Since we need to evaluate the recall per product and then aggregate across all products, we’ll opt for the second approach. Each node in the Pipeline graph represents a class that takes some inputs and produces some ouputs via a run function:

class PipelineNode:
    def __init__(self):
        self.outgoing_edges = 1

    def run(self, **kwargs):
        return (outputs, "outgoing_edge_name")

Here kwargs corresponds to the outputs from the previous node in the graph, which is manipulated within run to return a tuple of the outputs for the next node, along with a name for the outgoing edge. The only other requirement is to include an outgoing_edge attribute that indicates the number of outputs from the node (in most cases outgoing_edge=1 unless you have branches in the pipeline that route the inputs according to some criterion).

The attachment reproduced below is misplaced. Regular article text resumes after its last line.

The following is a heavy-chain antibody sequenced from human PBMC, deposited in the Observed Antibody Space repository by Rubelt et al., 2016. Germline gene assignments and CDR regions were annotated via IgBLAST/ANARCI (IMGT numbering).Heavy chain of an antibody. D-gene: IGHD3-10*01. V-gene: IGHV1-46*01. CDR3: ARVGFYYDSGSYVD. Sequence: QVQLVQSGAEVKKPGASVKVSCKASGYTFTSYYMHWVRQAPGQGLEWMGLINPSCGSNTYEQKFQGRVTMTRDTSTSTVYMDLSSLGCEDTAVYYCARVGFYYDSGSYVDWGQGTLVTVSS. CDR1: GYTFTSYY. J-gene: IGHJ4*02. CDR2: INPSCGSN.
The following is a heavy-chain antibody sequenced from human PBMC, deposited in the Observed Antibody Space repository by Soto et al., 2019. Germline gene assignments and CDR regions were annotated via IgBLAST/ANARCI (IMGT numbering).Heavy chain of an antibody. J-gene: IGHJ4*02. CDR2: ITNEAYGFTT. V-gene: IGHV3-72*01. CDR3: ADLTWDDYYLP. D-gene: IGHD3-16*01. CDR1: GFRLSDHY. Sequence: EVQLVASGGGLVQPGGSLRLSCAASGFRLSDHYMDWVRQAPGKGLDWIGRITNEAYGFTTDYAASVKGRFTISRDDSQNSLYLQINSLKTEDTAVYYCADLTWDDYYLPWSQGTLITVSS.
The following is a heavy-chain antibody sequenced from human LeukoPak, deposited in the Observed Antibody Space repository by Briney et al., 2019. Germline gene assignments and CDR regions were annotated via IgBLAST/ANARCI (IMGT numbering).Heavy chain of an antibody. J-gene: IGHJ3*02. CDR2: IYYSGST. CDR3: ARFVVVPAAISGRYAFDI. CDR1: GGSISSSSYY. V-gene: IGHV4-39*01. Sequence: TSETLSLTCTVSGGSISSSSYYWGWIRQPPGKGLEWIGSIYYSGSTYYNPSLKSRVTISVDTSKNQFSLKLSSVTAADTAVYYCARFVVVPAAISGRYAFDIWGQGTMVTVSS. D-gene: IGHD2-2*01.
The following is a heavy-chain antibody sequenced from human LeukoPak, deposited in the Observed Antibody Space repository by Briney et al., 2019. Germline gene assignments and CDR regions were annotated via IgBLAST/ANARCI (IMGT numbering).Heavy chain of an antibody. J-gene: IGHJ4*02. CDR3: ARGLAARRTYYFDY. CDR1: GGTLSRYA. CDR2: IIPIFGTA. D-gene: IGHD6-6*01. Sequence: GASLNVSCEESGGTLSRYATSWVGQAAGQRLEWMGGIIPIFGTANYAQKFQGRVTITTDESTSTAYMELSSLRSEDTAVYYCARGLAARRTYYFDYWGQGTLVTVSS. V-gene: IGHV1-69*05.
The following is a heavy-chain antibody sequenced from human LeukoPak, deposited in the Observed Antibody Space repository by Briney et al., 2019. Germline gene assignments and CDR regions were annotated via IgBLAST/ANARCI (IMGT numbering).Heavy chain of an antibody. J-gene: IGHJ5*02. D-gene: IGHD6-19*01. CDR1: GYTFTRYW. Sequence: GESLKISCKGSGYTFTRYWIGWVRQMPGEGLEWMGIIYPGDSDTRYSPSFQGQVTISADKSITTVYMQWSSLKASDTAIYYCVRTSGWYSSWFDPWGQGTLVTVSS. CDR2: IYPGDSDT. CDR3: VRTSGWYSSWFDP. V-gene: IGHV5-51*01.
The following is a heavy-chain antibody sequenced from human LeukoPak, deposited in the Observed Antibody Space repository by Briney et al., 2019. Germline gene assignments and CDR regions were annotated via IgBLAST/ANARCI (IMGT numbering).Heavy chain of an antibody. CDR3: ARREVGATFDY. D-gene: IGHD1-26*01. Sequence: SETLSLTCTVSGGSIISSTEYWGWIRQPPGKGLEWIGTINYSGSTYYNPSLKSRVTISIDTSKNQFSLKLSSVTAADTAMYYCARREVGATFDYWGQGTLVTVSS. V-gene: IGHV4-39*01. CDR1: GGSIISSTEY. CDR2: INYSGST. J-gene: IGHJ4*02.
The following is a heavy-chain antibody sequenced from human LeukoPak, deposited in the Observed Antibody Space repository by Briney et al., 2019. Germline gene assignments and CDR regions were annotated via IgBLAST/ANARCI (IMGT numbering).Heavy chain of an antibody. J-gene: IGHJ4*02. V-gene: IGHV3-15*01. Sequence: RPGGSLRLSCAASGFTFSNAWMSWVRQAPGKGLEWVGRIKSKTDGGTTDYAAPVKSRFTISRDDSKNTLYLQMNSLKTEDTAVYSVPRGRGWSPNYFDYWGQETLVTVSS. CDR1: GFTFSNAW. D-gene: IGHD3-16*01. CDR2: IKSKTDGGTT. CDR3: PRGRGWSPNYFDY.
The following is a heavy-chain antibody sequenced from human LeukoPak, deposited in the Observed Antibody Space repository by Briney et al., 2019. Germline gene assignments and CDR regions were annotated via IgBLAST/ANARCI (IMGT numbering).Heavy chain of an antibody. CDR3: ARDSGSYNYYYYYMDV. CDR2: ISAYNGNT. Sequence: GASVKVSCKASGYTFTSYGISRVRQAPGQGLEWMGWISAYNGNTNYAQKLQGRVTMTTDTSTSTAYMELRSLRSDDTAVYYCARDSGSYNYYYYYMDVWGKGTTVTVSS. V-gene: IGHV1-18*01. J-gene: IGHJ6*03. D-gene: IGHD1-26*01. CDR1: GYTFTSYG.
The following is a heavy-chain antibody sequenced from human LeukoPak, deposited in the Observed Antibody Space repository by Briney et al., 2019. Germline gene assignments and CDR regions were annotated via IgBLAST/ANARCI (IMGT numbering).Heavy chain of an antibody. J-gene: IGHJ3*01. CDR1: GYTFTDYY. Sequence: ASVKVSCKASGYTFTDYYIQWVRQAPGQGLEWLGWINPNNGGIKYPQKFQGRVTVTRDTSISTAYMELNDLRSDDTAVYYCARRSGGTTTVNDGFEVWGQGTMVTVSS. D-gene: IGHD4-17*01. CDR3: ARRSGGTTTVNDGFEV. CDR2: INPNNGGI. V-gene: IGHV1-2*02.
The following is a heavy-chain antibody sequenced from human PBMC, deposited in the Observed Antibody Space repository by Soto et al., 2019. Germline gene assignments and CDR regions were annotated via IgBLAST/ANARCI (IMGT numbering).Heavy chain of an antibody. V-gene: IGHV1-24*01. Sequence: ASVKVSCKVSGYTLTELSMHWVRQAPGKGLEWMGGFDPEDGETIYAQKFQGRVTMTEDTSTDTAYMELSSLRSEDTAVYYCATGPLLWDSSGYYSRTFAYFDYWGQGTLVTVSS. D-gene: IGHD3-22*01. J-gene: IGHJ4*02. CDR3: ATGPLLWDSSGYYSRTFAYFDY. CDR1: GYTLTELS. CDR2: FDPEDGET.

In our case, we need a node to evaluate the Retriever, so we’ll use the EvalRetriever class whose run function keeps track of which documents have answers that match the ground truth. With this class we can then build up a Pipeline graph by adding the evaluation node after a node that represents the Retriever itself:

from haystack.pipeline import Pipeline
from haystack.eval import EvalRetriever

class EvalRetrieverPipeline:
    def __init__(self, retriever):
        self.retriever = retriever
        self.eval_retriever = EvalRetriever()
        pipe = Pipeline(pipeline_type="Query")
        pipe.add_node(component=self.retriever, name="ESRetriever",
        pipe.add_node(component=self.eval_retriever, name="EvalRetriever",
        self.pipeline = pipe

pipe = EvalRetrieverPipeline(es_retriever)

Notice that each node is given a name and a list of inputs. In most cases, each node has a single outgoing edge, so we just need to include the name of the previous node in inputs.